Under the proposed legislation, the Higher Education Authority (HEA) would be renamed the Higher Education Commission and would have a stronger regulatory and oversight role in the running of universities, including with regards to statutory codes of governance and statutory performance frameworks for state-funded higher education institutions.
As part of the bill, the government will also be able to impose financial and non-financial penalties on universities.
In the heads of bill, Trinity is the only university specifically mentioned as being excluded from some of the proposed reforms to college governance. How this will affect potential changes to College Board down the line is yet to be seen.
In March, Trinity officially requested to be exempted from the reforms, and the heads of bill clearly indicate that the government is willing to compromise on Trinity’s governance structures – a stance it has not afforded other Irish universities.
This likely means that the government will take Trinity’s unique governance structures into account – as was the case in 2000, when a private bill was passed exempting College from some substantial reforms made by the 1997 Universities Act.
The Board Review Working Group recommended earlier this year that the roles of provost and Chair – something Linda Doyle herself committed to doing if elected.
Doyle told The University Times in an interview earlier this year that the group’s final report was intentionally vague on student numbers.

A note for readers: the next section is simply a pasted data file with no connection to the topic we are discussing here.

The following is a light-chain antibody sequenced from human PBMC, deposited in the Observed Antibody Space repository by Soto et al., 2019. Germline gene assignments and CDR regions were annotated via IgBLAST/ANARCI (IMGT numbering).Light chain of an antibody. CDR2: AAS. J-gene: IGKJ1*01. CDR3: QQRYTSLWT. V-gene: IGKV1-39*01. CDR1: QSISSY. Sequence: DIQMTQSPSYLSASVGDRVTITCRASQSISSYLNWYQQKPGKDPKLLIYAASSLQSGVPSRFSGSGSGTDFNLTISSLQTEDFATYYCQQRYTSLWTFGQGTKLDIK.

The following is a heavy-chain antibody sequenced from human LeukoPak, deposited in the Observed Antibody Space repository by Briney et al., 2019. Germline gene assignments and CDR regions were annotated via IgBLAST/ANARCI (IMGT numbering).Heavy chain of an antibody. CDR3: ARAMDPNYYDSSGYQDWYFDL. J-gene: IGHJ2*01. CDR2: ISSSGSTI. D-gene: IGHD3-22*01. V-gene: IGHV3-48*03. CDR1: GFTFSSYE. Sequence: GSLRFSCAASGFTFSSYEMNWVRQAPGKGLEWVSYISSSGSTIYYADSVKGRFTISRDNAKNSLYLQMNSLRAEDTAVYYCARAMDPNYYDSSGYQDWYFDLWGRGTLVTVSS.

She said that the decision of how many students will be on the reformed Board will not be made until the Higher Education Authority (HEA) Bill is finalised.
“What I have to honestly say to that is I don’t know”, she said when asked whether the number of students would be cut from the current four. “The bit about the numbers is purposely left vague. The reason for that is because the legislation that’s currently being drafted is going to be the legislation that imposes on us things to do with the shape and size of the board.”
“I think it’s really important that the students have a proper voice on Board”, the Provost said. “But I don’t think the number four means anything in the absence of knowing the overall number of the Board.”
“I think we benefit hugely by having really good student voices, and they really know what they’re talking about and [are] very dedicated to it.”
She added that Trinity is working with the government to “emphasise the kind of democratic nature of how we do business in Trinity and that democratic ethos”.
Doyle said during her election campaign that the proposed reforms would be “very bad” for College.